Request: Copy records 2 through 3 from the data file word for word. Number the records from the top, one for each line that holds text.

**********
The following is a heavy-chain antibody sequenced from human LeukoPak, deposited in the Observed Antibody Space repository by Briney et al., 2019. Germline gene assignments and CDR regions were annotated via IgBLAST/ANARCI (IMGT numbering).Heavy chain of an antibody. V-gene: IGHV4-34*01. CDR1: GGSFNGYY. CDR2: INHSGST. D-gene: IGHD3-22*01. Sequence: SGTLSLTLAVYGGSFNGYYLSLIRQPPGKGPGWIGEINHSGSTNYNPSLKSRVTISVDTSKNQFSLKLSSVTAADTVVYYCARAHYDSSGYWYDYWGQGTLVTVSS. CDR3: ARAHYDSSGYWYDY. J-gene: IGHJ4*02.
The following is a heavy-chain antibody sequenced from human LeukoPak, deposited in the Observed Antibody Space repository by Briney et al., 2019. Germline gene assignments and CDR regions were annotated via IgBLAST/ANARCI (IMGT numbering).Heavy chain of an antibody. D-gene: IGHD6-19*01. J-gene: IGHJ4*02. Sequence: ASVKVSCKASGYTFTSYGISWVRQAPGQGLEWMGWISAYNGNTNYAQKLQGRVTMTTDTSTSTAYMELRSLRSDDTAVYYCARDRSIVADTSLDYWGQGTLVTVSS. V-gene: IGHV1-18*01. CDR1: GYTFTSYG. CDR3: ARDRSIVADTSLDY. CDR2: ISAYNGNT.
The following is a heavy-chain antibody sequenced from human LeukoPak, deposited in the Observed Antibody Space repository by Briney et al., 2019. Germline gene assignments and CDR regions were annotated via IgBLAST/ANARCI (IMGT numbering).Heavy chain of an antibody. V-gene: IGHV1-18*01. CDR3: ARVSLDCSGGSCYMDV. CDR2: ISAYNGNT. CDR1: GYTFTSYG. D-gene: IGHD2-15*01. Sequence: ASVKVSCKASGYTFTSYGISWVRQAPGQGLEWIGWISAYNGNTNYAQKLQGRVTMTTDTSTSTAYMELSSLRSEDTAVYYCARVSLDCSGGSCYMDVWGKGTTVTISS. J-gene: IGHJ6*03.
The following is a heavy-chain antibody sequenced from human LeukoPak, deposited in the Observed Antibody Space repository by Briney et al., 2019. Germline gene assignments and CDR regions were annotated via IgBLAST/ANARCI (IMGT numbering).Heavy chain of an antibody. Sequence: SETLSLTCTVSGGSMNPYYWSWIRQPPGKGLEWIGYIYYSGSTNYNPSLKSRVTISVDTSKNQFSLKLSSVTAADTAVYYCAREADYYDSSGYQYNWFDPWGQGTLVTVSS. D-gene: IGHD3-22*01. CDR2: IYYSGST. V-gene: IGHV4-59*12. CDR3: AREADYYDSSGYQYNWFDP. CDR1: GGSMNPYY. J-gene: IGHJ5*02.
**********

The following is a heavy-chain antibody sequenced from human LeukoPak, deposited in the Observed Antibody Space repository by Briney et al., 2019. Germline gene assignments and CDR regions were annotated via IgBLAST/ANARCI (IMGT numbering).Heavy chain of an antibody. D-gene: IGHD6-19*01. J-gene: IGHJ4*02. Sequence: ASVKVSCKASGYTFTSYGISWVRQAPGQGLEWMGWISAYNGNTNYAQKLQGRVTMTTDTSTSTAYMELRSLRSDDTAVYYCARDRSIVADTSLDYWGQGTLVTVSS. V-gene: IGHV1-18*01. CDR1: GYTFTSYG. CDR3: ARDRSIVADTSLDY. CDR2: ISAYNGNT.
The following is a heavy-chain antibody sequenced from human LeukoPak, deposited in the Observed Antibody Space repository by Briney et al., 2019. Germline gene assignments and CDR regions were annotated via IgBLAST/ANARCI (IMGT numbering).Heavy chain of an antibody. V-gene: IGHV1-18*01. CDR3: ARVSLDCSGGSCYMDV. CDR2: ISAYNGNT. CDR1: GYTFTSYG. D-gene: IGHD2-15*01. Sequence: ASVKVSCKASGYTFTSYGISWVRQAPGQGLEWIGWISAYNGNTNYAQKLQGRVTMTTDTSTSTAYMELSSLRSEDTAVYYCARVSLDCSGGSCYMDVWGKGTTVTISS. J-gene: IGHJ6*03.